False Pretenses is a type of larceny that is a theft or property. What separates False Pretenses from other types of larcenies is the intent to defraud the owner of property. In Fairfax County, a false pretense charge is taken seriously because of the deceptive nature of the taking. False Pretenses can be either a felony or misdemeanor depending on the value of the property involved or if fraud is used to obtain a signature. If you have received a False Pretense charge or know someone that has it is strongly recommended you contact an attorney. We offer a free consultation and would be happy to discuss your case with you. Give us a call or use the contact form.
False Pretenses: §18.2-178
False Pretenses in Virginia is defined by statute §18.2-178 and by case law. To sustain a conviction for False Pretenses, the Commonwealth must prove 1) an intent to defraud, 2) an actual fraud is committed, 3) false pretense must be used for the purpose of perpetrating the fraud, and 4) the fraud must be accomplished so to induce the owner to part with the property. So to be guilty of False Pretenses, essentially, one must make a false representation while knowing the representation is false in an effort to to obtain property or money from another person.
What is False Pretenses: Examples
Paying for merchandise with a check and then issuing a stop payment on the check without an explanation to the seller and without returning the merchandise is False Pretenses. Austin v. Commonwealth, 60 Va. App. 60 (2012).
Using a fraudulent withdrawal slip to allow the withdrawal of money from another's bank account is False Pretenses. Even though the bank discovered the forgery and did not debit the account owner's account, the money was obtained as a result of a fraud. Gardner v. Commonwealth, 32 Va. App. 595 (2000).
Writing checks belonging to a deceased individual to obtain goods is false pretenses. Argenbright v. Commonwealth, (2003).
What is Not False Pretenses: Examples
Where a person steals a vehicle it is not false pretenses because there was no ownership transfer. Shropshire v. Commonwealth, 40 Va. App. 34 (2003).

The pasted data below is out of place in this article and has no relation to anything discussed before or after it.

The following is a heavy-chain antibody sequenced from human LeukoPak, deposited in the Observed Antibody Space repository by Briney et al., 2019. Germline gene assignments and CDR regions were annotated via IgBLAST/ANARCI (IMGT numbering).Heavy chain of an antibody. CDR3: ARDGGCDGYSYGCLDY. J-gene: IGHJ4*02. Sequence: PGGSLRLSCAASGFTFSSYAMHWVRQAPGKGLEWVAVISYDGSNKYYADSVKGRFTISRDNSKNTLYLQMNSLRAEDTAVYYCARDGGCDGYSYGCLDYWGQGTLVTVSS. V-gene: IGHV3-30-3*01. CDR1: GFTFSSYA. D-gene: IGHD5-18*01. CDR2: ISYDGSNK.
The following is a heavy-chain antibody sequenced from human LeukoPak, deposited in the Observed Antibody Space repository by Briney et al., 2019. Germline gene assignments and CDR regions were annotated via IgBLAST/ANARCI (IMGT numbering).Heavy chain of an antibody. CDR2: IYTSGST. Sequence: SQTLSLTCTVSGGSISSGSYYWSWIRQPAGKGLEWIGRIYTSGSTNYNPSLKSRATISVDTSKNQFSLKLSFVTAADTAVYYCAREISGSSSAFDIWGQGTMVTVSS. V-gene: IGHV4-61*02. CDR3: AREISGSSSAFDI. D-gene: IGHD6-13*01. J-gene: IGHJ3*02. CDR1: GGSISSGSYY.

A person making a false statement, even if known, is not false pretenses unless there is an intent to defraud. Orr v. Commonwealth, 229 Va. 298 (1985).
A person how has both title and possession of a vehicle before fraudulently obtaining a certificate of title is not false pretenses because fraud was not used to induce the seller to part with their property. Bolden v. Commonwealth, 28 Va. App. 488 (1998).
Misdemeanor False Pretenses
False Pretenses is a larceny crime so if the value of the property taken is less than $200, it is a Class 1 Misdemeanor. It is treated by the law as if it were a Petit Larceny. As a result, there is a jail sentence of up to 12 months and a fine of up to $2500. It should be noted that a False Pretenses charge can result in a greater jail sentence because of the fraud associated with it.
Felony False Pretenses
If the value of the property taken has a value of $200 or more, False Pretenses is a Felony punishable by a prison sentence of up to 20 years and a $2500 fine. Felony False Pretenses is treated the same as if it were Grand Larceny but a sentence can be a bit harsher due to the fraud element noted above.
Preparing for Court
One of the first things we will discuss is the return of the property to the owner (assuming the Commonwealth can prove its case). Of course, if it's your property, then you have a bonafide claim-of-right to it. In any case, we will want to put you in a position where the Court can tell this behavior has not happened before and will not likely happen again in the future. Giving the Court that comfort will go a long way to ensure you avoid the harsh consequences associated with a False Pretense Conviction.